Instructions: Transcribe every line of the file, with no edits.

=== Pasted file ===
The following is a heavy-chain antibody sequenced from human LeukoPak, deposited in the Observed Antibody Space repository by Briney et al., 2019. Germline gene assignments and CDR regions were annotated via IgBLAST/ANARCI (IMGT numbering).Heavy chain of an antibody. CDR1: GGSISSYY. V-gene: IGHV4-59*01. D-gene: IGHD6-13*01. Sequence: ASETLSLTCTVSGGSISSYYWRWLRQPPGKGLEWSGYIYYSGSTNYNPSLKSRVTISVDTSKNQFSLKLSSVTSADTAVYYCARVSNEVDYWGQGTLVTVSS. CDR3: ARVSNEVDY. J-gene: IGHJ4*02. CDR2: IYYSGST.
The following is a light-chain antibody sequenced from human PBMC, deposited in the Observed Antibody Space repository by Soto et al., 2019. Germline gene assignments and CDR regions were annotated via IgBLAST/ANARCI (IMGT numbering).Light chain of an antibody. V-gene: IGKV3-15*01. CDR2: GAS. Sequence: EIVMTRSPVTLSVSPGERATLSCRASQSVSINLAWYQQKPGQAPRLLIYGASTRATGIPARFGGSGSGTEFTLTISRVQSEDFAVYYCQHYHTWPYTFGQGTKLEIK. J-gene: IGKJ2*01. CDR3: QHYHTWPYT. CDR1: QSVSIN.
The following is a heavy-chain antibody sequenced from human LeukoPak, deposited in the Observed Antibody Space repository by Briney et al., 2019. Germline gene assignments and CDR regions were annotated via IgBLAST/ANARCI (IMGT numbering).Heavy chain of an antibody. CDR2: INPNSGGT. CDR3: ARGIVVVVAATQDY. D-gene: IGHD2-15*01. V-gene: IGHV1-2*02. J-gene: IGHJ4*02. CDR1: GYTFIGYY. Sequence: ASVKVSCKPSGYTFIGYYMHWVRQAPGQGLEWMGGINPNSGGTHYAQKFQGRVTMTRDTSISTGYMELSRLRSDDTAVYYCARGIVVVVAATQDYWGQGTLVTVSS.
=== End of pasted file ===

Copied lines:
The following is a heavy-chain antibody sequenced from human LeukoPak, deposited in the Observed Antibody Space repository by Briney et al., 2019. Germline gene assignments and CDR regions were annotated via IgBLAST/ANARCI (IMGT numbering).Heavy chain of an antibody. CDR1: GGSISSYY. V-gene: IGHV4-59*01. D-gene: IGHD6-13*01. Sequence: ASETLSLTCTVSGGSISSYYWRWLRQPPGKGLEWSGYIYYSGSTNYNPSLKSRVTISVDTSKNQFSLKLSSVTSADTAVYYCARVSNEVDYWGQGTLVTVSS. CDR3: ARVSNEVDY. J-gene: IGHJ4*02. CDR2: IYYSGST.
The following is a light-chain antibody sequenced from human PBMC, deposited in the Observed Antibody Space repository by Soto et al., 2019. Germline gene assignments and CDR regions were annotated via IgBLAST/ANARCI (IMGT numbering).Light chain of an antibody. V-gene: IGKV3-15*01. CDR2: GAS. Sequence: EIVMTRSPVTLSVSPGERATLSCRASQSVSINLAWYQQKPGQAPRLLIYGASTRATGIPARFGGSGSGTEFTLTISRVQSEDFAVYYCQHYHTWPYTFGQGTKLEIK. J-gene: IGKJ2*01. CDR3: QHYHTWPYT. CDR1: QSVSIN.
The following is a heavy-chain antibody sequenced from human LeukoPak, deposited in the Observed Antibody Space repository by Briney et al., 2019. Germline gene assignments and CDR regions were annotated via IgBLAST/ANARCI (IMGT numbering).Heavy chain of an antibody. CDR2: INPNSGGT. CDR3: ARGIVVVVAATQDY. D-gene: IGHD2-15*01. V-gene: IGHV1-2*02. J-gene: IGHJ4*02. CDR1: GYTFIGYY. Sequence: ASVKVSCKPSGYTFIGYYMHWVRQAPGQGLEWMGGINPNSGGTHYAQKFQGRVTMTRDTSISTGYMELSRLRSDDTAVYYCARGIVVVVAATQDYWGQGTLVTVSS.